The 24-ft gilded woman in Jackson Park is a small replica of the colossus statue “The Republic,” a centerpiece of the 1893 Columbian Exposition. Erected in 1918, this replica, fondly nicknamed “The Golden Lady,” was re-gilded and rededicated in 1993 in remembrance of the Exposition, which took place in this area of Chicago. At the intersection of E. Hayes and S. Richards Drives.
The Exposition centered on the White City and its neo-classical Court of Honor overlooking the Grand Basin, dominated by two artistic representations of America—“The Republic” and “Columbia,” also known as the MacMonnies Fountain.
The gigantic statue of “The Republic” was the most impressive of innumerable neo-classical sculptures at the Exposition, inspiring awe and admiration in visitors. It rose out of the water, a 35-ton, 65-foot gilt plaster statue of a woman representing the United States, perhaps inspired by that New World Colossus of Rhodes, the Statue of Liberty in Chicago’s rival city. Its creator was one of the most famous American sculptors of the day, Daniel Chester French, now best known for his seated figure of the president in the Lincoln Memorial of Washington, D.C. (1914-1922). The classical models for “The Republic” were representations of the goddess of Wisdom—the great statue of Athena Parthenos by Phidias and the Greek sculpture known as the Minerva Medica, much admired by American visitors to Rome. Whereas the gigantic Ferris wheel towering over the commercial fairgrounds of the Midway Plaisance proclaimed American technological prowess, the neo-classical statues of the Court of Honor provided a visual cue that the young city represented the highest levels of Western civilization and the American republic was heir to the cultural traditions and political power of the Greco-Roman world.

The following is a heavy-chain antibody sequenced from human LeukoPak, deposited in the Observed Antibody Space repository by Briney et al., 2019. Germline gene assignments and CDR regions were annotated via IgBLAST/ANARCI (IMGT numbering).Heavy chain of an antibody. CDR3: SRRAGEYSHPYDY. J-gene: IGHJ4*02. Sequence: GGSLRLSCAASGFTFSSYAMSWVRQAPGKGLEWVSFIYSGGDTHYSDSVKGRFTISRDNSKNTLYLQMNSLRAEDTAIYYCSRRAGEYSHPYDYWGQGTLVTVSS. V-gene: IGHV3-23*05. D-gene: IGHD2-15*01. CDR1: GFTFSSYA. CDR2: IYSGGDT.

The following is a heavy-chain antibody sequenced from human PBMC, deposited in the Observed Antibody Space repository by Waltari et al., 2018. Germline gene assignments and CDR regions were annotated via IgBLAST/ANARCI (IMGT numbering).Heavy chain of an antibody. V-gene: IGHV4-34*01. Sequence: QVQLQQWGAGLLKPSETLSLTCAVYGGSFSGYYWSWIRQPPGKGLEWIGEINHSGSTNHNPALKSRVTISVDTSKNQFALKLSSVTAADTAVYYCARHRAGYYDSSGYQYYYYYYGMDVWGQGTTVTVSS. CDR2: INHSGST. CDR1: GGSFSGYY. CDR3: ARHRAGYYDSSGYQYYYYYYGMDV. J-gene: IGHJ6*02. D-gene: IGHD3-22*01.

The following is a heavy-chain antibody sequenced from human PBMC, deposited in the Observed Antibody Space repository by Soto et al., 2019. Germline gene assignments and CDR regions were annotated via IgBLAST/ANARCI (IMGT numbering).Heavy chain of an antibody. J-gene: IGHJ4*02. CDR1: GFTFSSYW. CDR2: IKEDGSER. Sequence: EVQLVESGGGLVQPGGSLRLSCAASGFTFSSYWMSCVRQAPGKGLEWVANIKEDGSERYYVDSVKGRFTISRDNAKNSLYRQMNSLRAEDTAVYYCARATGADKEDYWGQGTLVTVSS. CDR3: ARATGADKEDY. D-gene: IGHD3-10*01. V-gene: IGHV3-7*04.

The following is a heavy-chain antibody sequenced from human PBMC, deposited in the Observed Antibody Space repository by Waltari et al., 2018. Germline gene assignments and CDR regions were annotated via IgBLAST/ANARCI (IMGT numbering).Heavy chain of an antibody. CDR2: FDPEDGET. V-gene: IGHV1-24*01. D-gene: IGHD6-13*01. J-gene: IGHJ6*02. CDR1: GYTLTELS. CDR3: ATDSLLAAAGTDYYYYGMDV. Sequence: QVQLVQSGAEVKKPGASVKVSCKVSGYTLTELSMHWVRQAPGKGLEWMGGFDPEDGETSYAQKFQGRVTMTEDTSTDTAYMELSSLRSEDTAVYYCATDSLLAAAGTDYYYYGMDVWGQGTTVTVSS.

Her height and gold-leaf surface made “The Republic” visible from afar, a figure of austere dignity, lifting her arms in benediction over the whole Exposition, exemplifying the majesty of a new, imperial America, united and strong after the turmoil of the Civil War. So in her left hand she held a spear crowned by the Frygian or liberty cap, symbolizing freedom and perhaps also alluding to the abolition of slavery. In her right she grasped an orb-like globe, surmounted by an American eagle, a clear sign of America’s engagement with the world. The Columbian Exposition affirmed America’s cultural aspirations and increasingly dominant global position, while also showing Chicago to the world not as a marginal frontier town, but as a major city, the Metropolis of the West.
Just as the White City offered Americans a vision of a model city and an ideal civic order, the electrically lit statue of “The Republic” symbolically suggested to visitors arriving from the “savage” villages and exotic Middle Eastern streets of the Midway Plaisance that here they had reached the pinnacle of cultured human development, both continuing and surpassing the traditions of the ancient world of Greece and Rome. (E.F-P.)